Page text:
We previously explored the stages of life of Nutmeg and Mace, and now we’re here again with more information on the exotic spice. This time, we’re looking at how much variance there is in the crop, and the different types of Nutmeg.
First, the Regency Grade Nutmeg from Kerela, India that we’re proud to sell.
This Nutmeg is Jumbo sized, slightly shrivelled on the outside, and part of the 1st selection that goes on with Nutmeg crop. Nutmeg goes through several selections throughout the season, as farmers unload more crop onto the market. Of these, the 1st selection is always the better goods yielding more flavour and aroma. Nutmeg, properly stored, can actually last over 3 years! But due to it’s nature, it’s prone to insect infestation more than almost any spice besides chillies and coriander seeds.
Above is an example of nutmeg (still in shell) that’s been ravaged by insects. This didn’t happen during transport, this nutmeg is in fact selected and sold as a separate grade, for use in powdering where the holes don’t matter, after the insects inside are cleaned out.
Nutmeg also comes in various sizes, far from uniform. Some are not even round!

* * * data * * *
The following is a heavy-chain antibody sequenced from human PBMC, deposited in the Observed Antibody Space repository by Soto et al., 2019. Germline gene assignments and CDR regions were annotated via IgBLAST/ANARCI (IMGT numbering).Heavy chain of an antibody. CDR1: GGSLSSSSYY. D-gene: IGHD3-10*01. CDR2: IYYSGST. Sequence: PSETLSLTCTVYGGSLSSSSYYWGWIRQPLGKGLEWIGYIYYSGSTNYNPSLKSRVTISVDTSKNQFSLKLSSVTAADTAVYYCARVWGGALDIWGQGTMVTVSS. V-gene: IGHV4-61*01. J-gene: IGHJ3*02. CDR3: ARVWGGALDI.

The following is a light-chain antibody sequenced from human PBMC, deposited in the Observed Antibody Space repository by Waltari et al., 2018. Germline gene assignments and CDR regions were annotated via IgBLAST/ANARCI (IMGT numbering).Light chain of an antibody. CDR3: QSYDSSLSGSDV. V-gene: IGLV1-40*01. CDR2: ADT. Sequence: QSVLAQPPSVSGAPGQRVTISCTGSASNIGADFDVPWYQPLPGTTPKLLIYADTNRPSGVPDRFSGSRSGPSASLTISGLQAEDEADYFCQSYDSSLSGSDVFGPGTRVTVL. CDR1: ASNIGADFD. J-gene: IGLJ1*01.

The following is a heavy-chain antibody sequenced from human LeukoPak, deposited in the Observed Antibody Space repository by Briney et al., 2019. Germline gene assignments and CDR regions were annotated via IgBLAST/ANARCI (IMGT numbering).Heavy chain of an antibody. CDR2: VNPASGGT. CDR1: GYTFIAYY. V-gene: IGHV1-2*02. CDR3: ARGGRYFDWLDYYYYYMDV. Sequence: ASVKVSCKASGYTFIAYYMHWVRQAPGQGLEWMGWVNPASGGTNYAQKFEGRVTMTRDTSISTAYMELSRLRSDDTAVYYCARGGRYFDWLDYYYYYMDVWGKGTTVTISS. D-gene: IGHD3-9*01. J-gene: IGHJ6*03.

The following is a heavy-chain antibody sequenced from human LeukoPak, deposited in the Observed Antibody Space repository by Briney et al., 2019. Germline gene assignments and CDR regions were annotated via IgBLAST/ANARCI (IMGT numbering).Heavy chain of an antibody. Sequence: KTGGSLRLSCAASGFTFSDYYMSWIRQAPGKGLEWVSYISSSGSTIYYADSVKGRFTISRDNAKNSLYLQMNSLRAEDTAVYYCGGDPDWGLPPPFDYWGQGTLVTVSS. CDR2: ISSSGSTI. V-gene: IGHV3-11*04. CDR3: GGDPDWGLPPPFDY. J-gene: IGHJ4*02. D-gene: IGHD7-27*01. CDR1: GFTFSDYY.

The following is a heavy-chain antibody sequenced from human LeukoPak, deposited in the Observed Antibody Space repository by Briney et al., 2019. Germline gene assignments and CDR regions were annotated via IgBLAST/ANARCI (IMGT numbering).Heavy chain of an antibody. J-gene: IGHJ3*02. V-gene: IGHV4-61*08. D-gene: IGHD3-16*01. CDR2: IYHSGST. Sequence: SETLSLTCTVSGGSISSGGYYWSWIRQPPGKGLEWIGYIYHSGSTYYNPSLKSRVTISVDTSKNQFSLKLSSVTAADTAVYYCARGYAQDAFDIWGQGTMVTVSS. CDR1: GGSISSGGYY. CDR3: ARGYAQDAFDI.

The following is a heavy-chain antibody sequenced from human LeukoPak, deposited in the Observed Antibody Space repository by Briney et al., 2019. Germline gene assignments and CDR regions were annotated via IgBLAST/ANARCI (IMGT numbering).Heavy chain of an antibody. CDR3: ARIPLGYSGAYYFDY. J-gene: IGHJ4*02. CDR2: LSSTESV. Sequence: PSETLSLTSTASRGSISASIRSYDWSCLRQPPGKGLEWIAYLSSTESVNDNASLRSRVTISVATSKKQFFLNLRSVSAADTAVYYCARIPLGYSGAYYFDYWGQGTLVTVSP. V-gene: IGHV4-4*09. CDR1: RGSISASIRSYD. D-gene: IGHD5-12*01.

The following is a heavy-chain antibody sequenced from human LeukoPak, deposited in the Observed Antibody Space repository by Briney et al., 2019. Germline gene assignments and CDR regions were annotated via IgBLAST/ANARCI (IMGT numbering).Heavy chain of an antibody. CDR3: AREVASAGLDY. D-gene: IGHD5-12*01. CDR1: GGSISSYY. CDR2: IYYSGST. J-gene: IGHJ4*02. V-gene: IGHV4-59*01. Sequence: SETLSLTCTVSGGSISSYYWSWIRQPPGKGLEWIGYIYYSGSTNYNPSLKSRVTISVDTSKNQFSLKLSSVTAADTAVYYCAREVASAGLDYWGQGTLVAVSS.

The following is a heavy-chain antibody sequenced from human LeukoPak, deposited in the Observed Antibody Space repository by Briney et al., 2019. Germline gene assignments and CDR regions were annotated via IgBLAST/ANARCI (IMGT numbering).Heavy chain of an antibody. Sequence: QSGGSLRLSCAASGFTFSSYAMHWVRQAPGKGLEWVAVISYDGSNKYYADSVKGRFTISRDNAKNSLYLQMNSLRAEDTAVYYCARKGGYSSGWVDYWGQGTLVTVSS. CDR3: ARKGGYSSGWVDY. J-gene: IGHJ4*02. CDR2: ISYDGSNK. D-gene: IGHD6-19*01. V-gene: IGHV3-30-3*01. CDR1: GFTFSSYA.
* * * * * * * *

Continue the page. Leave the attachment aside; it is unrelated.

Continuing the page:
These are smaller nutmegs, often part of a second selection, and also often from different parts of the world. The above nutmeg is from Indonesia, one of the world’s largest producers of nutmeg. It’s much smaller and slimmer than our Jumbo grade, and will be smaller still once the mace and shell are removed. Flavour wise it is also weaker from our own taste tests.
We also get super shrivelled nutmegs, these look terrible, but taste wise are not bad at all, almost on par with our Jumbo grade. However we still prefer the jumbo as it looks beautiful, and there is a small final bit of taste benefit. Price wise in the export market it also sells for much higher per metric ton today. These are just some of the kinds of nutmeg in the world. Each with their own appearance, taste and aroma profiles. Hope they offered some more insight into how unique spices are, and why we strongly prefer buying whole whenever possible! Otherwise you really don’t know what’s gone on in the powder.